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I am using a ConcurrentSkipListSet, that is obviously accessed through multiple threads. Now, the values that are used by the compareTo-method of the underlying objects change overtime. Because of this, I want to 'update' the ordering of the list (by resorting it, or something similar).

However, java.util.Collections.sort(list) doesn't work, and just rebuilding the list is probably too slow (and would mess up the whole concurrency-proofness). Is there any other solution I should look at?

It does not have to lead to an optimal sort (which is near-impossible with concurrency and changing values anyway). Near optimal would suffice, as long as any remove/add-calls remain thread-proof (this would be a real issue when rebuilding the list when sorting).

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Interesting question, but very difficult to infer any kind of story where this is normal! What's the scenario, why is the comparison operator variable? Knowing that, a completely different approach may suggest itself. –  Will Nov 15 '11 at 8:32
    
@Will It sounds like the elements are mutable. –  Bringer128 Nov 15 '11 at 8:38
    
An object is in a sorted position from it location in a data structure. To change its position you have to change the structure. –  Peter Lawrey Nov 15 '11 at 8:57
    
I would consider refactoring your collection so the objects do not change. Something this means using more than one collection so the elements in one can "move" relative to the elements in the other. –  Peter Lawrey Nov 15 '11 at 8:59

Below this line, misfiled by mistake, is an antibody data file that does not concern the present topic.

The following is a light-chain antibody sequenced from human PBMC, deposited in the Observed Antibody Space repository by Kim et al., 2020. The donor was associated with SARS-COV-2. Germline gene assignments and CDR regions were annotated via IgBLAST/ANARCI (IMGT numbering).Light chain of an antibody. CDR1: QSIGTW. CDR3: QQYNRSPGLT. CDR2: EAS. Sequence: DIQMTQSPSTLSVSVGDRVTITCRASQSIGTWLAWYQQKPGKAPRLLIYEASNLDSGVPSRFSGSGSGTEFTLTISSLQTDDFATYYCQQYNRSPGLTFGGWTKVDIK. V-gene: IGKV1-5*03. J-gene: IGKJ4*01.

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2 Answers

up vote 6 down vote accepted

Every time you edit an item such that it's sort order may potentially change, you have to remove it from the list then change the key and then re-insert it.


Dr Cliff Click at Azul Systems has a very nice presentation of how they do lock-free hash-tables using tombstones and such. If you go towards writing your own skip-list/tree to make the reordering of an item into a single - and hopefully faster - op, then you might also go this lock-free route too. And be sure to share your results :)

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+1: Have to make this very clear. You cannot change the value of any field using by compareTo(), or hashCode() and equals() for Hash collections, and expect it to work. For this reason its best to make such fields final. –  Peter Lawrey Nov 15 '11 at 8:56
    
A lot more pertinent question is - how do we maintain sort order when such a functionality is required from Hashed collections? That's what the original question intends to achieve. –  Gaurav Saxena Nov 15 '11 at 8:58
    
@GauravSaxena we maintain it by removing, then modifying key, then re-inserting –  Will Nov 15 '11 at 9:05
    
@Will : At this moment, your answer is the closest to what I was looking for. It is roughly as far as I came myself, so I'm still hoping for a more satisfying solution. If none comes, yours will be accepted –  vdMandele Nov 15 '11 at 15:38